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The Regency Hotel on the day of the shooting. Sasko Lazarov/
One Year On

Commissioner: 'Gangs end up in deadly feuds after teaming up with each other'

There are ongoing ‘major covert operations’ being carried out, according to the Garda Commissioner.

AS THE ONE year anniversary of the Regency Hotel shooting approaches this weekend, senior gardaí have said they are as determined as ever to disrupt the activity of organised criminals operating across the country.

Garda Commissioner Nóirín O’Sullivan spoke today of “major covert operations” and “painstaking investigations” carried out by gardaí which have resulted in drug, weapon and cash seizures and, ultimately, arrests.

“It’s very difficult to put a number on organised crime gangs because of their nature and organised crime gangs are fluid in their nature. So what you have is coalitions of different people coming together, you have various levels within an organised crime gang,” she explained at a briefing held today, 12 months after David Byrne was shot dead during a boxing weigh-in at the Dublin hotel.

“You don’t necessarily always have a hierarchical structure, it can be almost a very fluid organisation with a number of facilitators. So, for example, people who may be able to facilitate by way of stealing cars, being able to provide a car to do something; people who may launder the money and proceeds of crime; drug distribution networks. We have different levels.”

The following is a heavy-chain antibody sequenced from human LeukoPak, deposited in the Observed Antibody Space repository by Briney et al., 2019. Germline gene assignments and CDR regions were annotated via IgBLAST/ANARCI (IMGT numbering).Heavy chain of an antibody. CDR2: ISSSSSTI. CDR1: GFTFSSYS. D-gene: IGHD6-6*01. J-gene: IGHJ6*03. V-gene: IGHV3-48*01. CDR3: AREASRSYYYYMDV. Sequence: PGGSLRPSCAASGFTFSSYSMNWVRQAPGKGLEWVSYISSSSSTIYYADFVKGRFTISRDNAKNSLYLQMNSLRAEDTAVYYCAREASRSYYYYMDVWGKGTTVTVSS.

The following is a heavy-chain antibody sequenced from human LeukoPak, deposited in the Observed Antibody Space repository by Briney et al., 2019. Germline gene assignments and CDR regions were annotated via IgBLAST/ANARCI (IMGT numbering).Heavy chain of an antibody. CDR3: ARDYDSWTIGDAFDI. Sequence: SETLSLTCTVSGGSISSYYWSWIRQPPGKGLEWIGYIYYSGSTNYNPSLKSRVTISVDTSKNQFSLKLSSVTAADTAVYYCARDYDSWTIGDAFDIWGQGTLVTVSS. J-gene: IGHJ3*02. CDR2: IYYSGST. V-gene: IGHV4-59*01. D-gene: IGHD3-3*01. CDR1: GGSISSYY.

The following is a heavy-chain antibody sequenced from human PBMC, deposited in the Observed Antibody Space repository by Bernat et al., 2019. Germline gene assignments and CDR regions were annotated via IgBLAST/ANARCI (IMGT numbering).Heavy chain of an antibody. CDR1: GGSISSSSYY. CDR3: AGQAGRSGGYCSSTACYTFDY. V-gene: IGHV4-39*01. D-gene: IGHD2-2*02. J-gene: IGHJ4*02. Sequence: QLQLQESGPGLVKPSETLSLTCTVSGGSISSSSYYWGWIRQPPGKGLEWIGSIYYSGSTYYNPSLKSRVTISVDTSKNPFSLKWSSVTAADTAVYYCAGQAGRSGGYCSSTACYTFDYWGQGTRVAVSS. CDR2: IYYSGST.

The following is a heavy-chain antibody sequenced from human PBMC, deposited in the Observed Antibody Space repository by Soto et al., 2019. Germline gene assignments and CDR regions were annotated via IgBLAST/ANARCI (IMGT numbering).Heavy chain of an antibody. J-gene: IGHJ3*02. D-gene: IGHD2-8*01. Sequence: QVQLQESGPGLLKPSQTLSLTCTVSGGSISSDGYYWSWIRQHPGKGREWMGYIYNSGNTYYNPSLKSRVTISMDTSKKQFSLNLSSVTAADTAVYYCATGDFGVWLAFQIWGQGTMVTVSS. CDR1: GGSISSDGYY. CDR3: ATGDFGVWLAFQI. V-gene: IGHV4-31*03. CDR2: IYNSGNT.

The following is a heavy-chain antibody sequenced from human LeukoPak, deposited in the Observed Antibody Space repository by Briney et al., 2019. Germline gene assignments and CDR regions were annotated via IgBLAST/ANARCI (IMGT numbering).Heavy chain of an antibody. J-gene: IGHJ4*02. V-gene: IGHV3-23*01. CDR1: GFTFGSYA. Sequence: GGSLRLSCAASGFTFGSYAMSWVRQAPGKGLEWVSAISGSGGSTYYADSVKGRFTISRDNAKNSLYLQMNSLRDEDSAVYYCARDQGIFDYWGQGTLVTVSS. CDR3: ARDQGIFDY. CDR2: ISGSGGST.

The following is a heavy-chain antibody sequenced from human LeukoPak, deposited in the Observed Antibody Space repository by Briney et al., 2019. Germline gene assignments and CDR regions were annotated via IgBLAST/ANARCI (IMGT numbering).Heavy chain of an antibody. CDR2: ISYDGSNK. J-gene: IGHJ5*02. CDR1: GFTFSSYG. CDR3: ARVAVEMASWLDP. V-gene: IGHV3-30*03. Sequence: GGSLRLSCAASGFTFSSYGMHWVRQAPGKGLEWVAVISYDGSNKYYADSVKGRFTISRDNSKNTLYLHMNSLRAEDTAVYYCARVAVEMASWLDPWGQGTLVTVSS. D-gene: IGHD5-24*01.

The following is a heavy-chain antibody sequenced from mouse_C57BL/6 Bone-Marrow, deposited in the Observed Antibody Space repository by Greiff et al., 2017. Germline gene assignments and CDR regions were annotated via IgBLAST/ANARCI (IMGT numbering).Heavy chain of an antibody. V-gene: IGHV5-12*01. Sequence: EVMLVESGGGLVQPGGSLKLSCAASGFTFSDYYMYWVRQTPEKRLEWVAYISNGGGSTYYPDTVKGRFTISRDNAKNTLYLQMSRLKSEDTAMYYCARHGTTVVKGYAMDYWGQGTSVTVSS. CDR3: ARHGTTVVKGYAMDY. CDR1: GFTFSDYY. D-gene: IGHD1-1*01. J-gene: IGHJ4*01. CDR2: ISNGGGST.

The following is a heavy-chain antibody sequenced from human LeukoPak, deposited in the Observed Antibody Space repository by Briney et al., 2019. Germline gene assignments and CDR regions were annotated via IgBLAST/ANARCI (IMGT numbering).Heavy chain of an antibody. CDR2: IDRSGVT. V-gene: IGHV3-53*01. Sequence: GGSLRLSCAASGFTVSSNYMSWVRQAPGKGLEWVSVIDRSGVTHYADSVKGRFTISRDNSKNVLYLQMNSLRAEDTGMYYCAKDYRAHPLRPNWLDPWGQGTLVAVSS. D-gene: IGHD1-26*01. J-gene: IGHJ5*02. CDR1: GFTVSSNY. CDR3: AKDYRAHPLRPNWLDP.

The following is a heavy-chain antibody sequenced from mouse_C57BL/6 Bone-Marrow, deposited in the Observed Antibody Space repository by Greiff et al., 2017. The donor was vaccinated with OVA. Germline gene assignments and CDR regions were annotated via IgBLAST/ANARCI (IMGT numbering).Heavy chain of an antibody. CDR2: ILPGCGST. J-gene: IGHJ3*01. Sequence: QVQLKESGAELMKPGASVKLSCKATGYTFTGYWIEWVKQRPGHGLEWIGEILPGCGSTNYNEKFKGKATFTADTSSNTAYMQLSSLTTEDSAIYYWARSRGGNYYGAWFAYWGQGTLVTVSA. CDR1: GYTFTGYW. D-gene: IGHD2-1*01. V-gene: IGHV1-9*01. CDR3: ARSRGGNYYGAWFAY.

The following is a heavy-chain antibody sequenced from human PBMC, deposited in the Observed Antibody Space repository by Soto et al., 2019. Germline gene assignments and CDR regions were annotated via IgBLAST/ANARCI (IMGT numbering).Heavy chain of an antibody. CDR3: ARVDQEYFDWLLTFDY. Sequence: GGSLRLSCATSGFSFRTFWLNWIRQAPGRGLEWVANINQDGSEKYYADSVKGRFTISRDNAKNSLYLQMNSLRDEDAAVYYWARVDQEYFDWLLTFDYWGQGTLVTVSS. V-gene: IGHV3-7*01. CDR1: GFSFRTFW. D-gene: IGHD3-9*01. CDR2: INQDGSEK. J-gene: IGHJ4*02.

These gangs, they facilitate, they cooperate between each other. Sometimes that facilitation and cooperation ends up in deadly feuds, as we have seen.

Detective Superintendent Tony Howard told reporters he wanted to reassure the public that “An Garda Síochána are very much on top of our game in terms of tackling organised crime”.

He appealed to anybody considering retribution “to think twice”, adding “nobody should take the law into their own hands”.

Deputy Commissioner John Twomey, who was also present at today’s briefing, gave details of the level of work that has gone into cracking down on organised crime this year and some of the results achieved:

  • 8 people before the courts;
  • 22,000 armed checkpoints under Operation Hybrid;
  • 2,000 armed patrols;
  • 456 firearms seized;
  • 35 of these were “serious firearms” such as submachine guns and assault rifles;
  • €3.8 million worth of assets frozen;
  • €2 million recovered in tax;
  • €2.2 million in cash seized;
  • 93 high-powered vehicles seized;
  • 11,000 jobs completed by gardaí in total.

Assistant Commissioner John O’Driscoll said organised crime does not just manifest itself in the type of crimes associated with the feuding in Dublin city. He stressed the importance of tracking the funds of those involved.

“Whatever way people wish to invest their money – whether it’s a Rolex watch, whether it is a herd of cattle, whether it is expensive cars – all of this needs to be targeted.”

Read: John Gilligan has lost his appeal to hold onto properties seized by CAB

More: Man in his 50s among two arrested after cannabis found in Cork house

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